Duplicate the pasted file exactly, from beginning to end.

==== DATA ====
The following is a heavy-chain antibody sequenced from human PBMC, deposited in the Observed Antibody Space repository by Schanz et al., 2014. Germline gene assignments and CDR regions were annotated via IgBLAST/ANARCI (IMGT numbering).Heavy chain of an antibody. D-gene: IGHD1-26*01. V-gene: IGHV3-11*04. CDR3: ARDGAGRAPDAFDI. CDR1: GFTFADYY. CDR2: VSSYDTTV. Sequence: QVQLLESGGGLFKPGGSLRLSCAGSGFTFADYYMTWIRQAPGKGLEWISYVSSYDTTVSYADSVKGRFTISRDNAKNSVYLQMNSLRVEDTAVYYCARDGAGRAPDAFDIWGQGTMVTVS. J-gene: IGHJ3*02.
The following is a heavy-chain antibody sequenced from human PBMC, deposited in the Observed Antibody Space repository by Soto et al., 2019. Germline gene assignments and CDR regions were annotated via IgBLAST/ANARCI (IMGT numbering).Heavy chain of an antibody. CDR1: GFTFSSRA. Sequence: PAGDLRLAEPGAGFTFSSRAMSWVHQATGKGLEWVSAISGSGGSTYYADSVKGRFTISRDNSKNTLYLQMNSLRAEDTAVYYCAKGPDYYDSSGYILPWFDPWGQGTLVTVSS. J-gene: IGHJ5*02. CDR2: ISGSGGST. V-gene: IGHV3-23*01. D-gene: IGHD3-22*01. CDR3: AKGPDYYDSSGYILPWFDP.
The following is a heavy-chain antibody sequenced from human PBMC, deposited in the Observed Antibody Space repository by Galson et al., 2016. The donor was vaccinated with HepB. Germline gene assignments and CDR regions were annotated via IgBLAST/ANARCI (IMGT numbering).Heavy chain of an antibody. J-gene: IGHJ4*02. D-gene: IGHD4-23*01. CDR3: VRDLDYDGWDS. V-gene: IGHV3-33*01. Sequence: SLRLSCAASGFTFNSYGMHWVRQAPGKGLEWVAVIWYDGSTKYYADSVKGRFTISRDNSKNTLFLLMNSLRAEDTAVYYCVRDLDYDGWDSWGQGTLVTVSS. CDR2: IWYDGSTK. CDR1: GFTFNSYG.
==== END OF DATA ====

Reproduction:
The following is a heavy-chain antibody sequenced from human PBMC, deposited in the Observed Antibody Space repository by Schanz et al., 2014. Germline gene assignments and CDR regions were annotated via IgBLAST/ANARCI (IMGT numbering).Heavy chain of an antibody. D-gene: IGHD1-26*01. V-gene: IGHV3-11*04. CDR3: ARDGAGRAPDAFDI. CDR1: GFTFADYY. CDR2: VSSYDTTV. Sequence: QVQLLESGGGLFKPGGSLRLSCAGSGFTFADYYMTWIRQAPGKGLEWISYVSSYDTTVSYADSVKGRFTISRDNAKNSVYLQMNSLRVEDTAVYYCARDGAGRAPDAFDIWGQGTMVTVS. J-gene: IGHJ3*02.
The following is a heavy-chain antibody sequenced from human PBMC, deposited in the Observed Antibody Space repository by Soto et al., 2019. Germline gene assignments and CDR regions were annotated via IgBLAST/ANARCI (IMGT numbering).Heavy chain of an antibody. CDR1: GFTFSSRA. Sequence: PAGDLRLAEPGAGFTFSSRAMSWVHQATGKGLEWVSAISGSGGSTYYADSVKGRFTISRDNSKNTLYLQMNSLRAEDTAVYYCAKGPDYYDSSGYILPWFDPWGQGTLVTVSS. J-gene: IGHJ5*02. CDR2: ISGSGGST. V-gene: IGHV3-23*01. D-gene: IGHD3-22*01. CDR3: AKGPDYYDSSGYILPWFDP.
The following is a heavy-chain antibody sequenced from human PBMC, deposited in the Observed Antibody Space repository by Galson et al., 2016. The donor was vaccinated with HepB. Germline gene assignments and CDR regions were annotated via IgBLAST/ANARCI (IMGT numbering).Heavy chain of an antibody. J-gene: IGHJ4*02. D-gene: IGHD4-23*01. CDR3: VRDLDYDGWDS. V-gene: IGHV3-33*01. Sequence: SLRLSCAASGFTFNSYGMHWVRQAPGKGLEWVAVIWYDGSTKYYADSVKGRFTISRDNSKNTLFLLMNSLRAEDTAVYYCVRDLDYDGWDSWGQGTLVTVSS. CDR2: IWYDGSTK. CDR1: GFTFNSYG.